Spontaneous Haiku


Art Strategies / Week 3 / Procedural, Aleatory and Instructional


Spontaneous haiku is an instructional set for creating a haiku. The procedure is highly dependent on chance, and the consequent end result might mean something to the reader, or perhaps it might mean nothing at all. And that’s the beauty of it.


Last week, I studied how Tristan Tzara’s instruction set on Dadaist poetry had given birth to the cut-up technique. The technique heavily influenced William S Burroughs who implemented a similar set into the audio format. Burroughs was a Beat author, through and through. Many Beat authors, most notably Gary Snyder, were inspired by Zen Buddhism and the Japanese way of living. They used to produce haikus on a regular basis. Haikus by the Beat generation were crude, spontaneous and mostly ambiguous in meaning. Through the following instruction set, I have tried to emulate a technique to create haikus that are Beat in nature, yet heavily reliant on chance.

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George Orwell. Animal Farm. Penguin Books. Page 27.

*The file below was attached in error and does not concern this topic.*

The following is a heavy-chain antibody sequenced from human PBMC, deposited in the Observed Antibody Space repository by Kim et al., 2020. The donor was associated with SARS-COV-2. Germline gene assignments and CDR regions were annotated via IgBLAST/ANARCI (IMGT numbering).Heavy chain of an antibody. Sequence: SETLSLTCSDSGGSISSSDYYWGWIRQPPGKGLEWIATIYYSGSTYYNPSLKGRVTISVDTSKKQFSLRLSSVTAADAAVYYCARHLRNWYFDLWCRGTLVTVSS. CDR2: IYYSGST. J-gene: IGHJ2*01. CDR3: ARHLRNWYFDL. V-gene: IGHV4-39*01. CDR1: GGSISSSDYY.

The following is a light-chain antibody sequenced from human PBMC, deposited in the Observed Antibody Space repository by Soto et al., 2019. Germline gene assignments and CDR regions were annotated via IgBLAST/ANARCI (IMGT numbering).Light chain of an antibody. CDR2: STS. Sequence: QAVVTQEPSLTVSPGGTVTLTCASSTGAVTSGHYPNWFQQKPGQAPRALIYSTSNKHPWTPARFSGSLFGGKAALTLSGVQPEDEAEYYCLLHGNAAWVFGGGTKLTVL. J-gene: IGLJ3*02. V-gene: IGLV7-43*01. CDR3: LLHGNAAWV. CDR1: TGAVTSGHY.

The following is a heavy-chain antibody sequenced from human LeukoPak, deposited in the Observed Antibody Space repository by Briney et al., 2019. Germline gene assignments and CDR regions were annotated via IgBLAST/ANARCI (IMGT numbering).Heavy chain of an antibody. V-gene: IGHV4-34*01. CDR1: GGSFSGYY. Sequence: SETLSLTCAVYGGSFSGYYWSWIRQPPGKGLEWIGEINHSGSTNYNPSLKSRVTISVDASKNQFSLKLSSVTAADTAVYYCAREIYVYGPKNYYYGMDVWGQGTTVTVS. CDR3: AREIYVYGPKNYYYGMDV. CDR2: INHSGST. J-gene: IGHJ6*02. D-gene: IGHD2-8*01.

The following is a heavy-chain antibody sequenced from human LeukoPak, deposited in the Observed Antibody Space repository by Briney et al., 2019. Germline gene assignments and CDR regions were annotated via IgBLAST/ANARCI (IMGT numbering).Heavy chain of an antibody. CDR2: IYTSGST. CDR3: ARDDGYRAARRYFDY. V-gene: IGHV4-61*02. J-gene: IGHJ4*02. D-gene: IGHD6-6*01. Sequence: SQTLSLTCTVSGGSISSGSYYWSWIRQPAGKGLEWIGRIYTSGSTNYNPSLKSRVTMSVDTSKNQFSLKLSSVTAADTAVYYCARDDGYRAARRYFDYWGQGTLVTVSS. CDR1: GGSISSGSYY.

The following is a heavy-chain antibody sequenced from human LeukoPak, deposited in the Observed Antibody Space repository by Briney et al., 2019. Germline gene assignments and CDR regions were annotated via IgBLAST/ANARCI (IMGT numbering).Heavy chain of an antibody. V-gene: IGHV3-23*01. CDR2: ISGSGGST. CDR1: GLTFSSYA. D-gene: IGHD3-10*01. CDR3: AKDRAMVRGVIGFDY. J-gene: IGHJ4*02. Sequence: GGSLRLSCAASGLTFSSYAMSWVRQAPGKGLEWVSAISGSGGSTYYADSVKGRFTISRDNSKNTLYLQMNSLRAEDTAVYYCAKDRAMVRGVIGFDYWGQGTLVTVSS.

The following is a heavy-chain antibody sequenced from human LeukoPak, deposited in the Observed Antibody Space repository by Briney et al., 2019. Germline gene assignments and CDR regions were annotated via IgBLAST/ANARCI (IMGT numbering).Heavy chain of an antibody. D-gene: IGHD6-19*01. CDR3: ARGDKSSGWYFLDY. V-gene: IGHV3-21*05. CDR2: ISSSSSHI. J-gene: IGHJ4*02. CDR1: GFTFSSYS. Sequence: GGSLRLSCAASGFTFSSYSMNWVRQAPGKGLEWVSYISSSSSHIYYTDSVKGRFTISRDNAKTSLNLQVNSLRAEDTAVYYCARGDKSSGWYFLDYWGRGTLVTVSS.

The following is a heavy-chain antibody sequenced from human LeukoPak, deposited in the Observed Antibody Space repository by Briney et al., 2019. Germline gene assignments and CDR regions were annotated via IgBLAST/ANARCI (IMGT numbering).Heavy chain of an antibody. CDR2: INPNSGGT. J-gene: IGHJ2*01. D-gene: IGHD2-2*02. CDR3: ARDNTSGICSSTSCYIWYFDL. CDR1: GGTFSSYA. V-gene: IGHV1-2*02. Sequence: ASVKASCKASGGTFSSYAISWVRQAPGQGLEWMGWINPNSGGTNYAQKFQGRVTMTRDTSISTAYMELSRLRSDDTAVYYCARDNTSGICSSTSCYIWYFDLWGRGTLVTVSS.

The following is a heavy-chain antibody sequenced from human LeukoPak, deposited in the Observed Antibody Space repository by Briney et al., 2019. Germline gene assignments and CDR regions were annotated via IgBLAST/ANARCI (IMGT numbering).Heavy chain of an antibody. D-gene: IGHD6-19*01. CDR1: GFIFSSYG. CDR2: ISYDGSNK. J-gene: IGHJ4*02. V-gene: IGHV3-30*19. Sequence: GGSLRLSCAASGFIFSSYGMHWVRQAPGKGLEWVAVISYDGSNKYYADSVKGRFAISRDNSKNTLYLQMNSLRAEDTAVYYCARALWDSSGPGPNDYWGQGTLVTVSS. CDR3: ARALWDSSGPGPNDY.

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Thomas Pynchon. Inherent Vice. Penguin Books. Page 150.
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Jack Kerouac. The Dharma Bums. Penguin Modern Classics. Page 52.
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2 thoughts on “Spontaneous Haiku

  1. I tried this:

    one eleven
    bitter confirmation of
    conceptualism
    (Idea Art, Gregory Battcock, 1973

    but i had cheated, because if i followed your rules i would have had

    one eleven
    itself, and can
    conceptualism
    (Idea Art, Gregory Battcock, 1973

    which is better? should i be evaluating?
    the instructions need more thought and nuance to produce satisfying work – bit for the participant and for the reader.

    1. Thanks for participating!

      My intent was to build something meaningful out of meaninglessness. I guess the process is derived from my own condition of over-analyzing things. Conflicting questions such as “Perhaps, something arbitrary has a meaning” or “maybe I’m overthinking?” But you’re right, the instructions might need some more work for the participant to be subjected to that condition. However, it did make you question your reasoning, which I think is a partial success for me 🙂

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